The US has been behind the curve on these initiatives, in part because it is a ‘federal’ system where state law governs corporate registrations, and in part because of Congressional gridlock.  However, the Panama Papers has quickly accelerated an American regulatory response.  In recent weeks, the US Treasury Department announced various actions to strengthen US financial transparency, and the Treasury Secretary, with the explicit endorsement of President Obama, recently sent a letter to Congress urging it to act on legislation that would allow the US to increase compliance with global transparency standards and to approve bilateral tax treaties currently pending in the Senate.  New measures include:

·         The US Financial Crimes Enforcement Network’s (FinCEN) has finalized its ‘know your customer’ regulations, first proposed in 2014, requiring financial institutions to collect and verify the identity of any individual who owns 25 per cent or more of a legal entity, and an individual who controls the legal entity. 

 

·         The Treasury Department issued new proposed regulations that would require foreign-owned single-member LLCs to obtain employer identification numbers (EINs) and to report its foreign owners and certain transactions to Treasury under section 6038A of the Internal Revenue Code.  These regulations attempt to close loophole where in certain states foreigners can organise LLCs without disclosing beneficial ownership. 

 

·         Treasury announced that it would propose legislation requiring US companies to file beneficial ownership information with the Treasury Department at the time of a company’s creation.  Such legislation would enable the US to provide full reciprocity with FATCA partners. 

 

·         The proposed legislation also clarified FinCEN’s authority to collect information under Geographic Targeting Orders (GTO).  The most recent GTO, issued in January of 2016, temporarily requires US title insurance companies to identify and report the beneficial owners of LLCs that engage in all cash purchases of high-end real estate in New York and Miami.  FinCEN indicated that it would evaluate the information obtained to determine whether the GTOs should be extended and/or expanded into a more comprehensive rulemaking.

One other element of the Panama Papers has begun to attract substantial attention – the implications for professional services firms throughout the world.  Listed in the database released on 9 May 2016 are a number of highly reputable law firms and other service providers who helped in the formation of the offshore companies at issue.  To be sure, it is likely that many thousands of the structures described in the Panama Papers are legally and properly reported to home country tax authorities.  But many undoubtedly are not, and some of those unlawful structures may be in place without the knowledge of the professional advisors who helped set them up or who manage them.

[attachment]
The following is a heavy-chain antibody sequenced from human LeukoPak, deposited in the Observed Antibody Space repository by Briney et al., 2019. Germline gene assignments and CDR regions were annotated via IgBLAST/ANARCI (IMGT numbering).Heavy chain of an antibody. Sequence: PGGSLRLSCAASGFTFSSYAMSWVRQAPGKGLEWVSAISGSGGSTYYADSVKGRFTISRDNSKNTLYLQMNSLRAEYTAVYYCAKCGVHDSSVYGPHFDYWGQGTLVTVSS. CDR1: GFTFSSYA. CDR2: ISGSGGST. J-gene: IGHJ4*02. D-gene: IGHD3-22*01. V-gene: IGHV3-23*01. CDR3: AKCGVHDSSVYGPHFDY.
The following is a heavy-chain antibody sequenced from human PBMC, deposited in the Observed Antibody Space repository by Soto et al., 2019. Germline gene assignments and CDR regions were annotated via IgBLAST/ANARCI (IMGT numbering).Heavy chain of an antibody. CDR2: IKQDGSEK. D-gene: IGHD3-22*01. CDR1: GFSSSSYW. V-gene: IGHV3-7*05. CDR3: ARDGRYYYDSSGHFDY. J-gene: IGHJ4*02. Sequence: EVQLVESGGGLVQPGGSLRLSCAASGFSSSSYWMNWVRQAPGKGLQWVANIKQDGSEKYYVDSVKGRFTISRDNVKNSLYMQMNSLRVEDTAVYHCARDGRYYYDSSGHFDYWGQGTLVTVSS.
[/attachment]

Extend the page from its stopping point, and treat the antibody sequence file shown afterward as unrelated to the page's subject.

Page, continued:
With an increasing enforcement focus on enablers and ‘gatekeepers,’ the Panama disclosures thus have led some firms worldwide to look at their client intake and management procedures.  It may behoove lawyers, accountants, fiduciaries, investments advisors and others to evaluate whether their clients’ ‘risk profiles’ are acceptable and to implement enhanced due diligence procedures for new business.  No reputable professional in one country wants to aid or assist a client in violating the law, even if it is the law of another nation, and having an effective risk management and compliance program always helps an organisation even in the face of isolated, even unwittingly accepted, problem clients.

The Panama Papers disclosure, even if not ‘US-centric,’ nonetheless has and will continue to spur an American reaction.  There will undoubtedly be new criminal cases and civil or regulatory actions.  And while the US legislative process has heretofore slowed further reform, the publicity surrounding the Panama Papers may serve as an impetus for Congress to pass legislation and approve treaties that may have otherwise languished.  As we have already seen, the US is beginning to step up its efforts, in a way that its European counterparts have already done, in promoting international financial transparency.

About the Authors

Mr Michel and Ms Borsos are lawyers at Caplin & Drysdale, a tax boutique firm with offices in Washington, DC, and New York, NY.  Their practice focuses on civil and criminal tax compliance matters, including the representation of individuals and entities in investigations and proceedings arising from the US efforts against unreported offshore assets.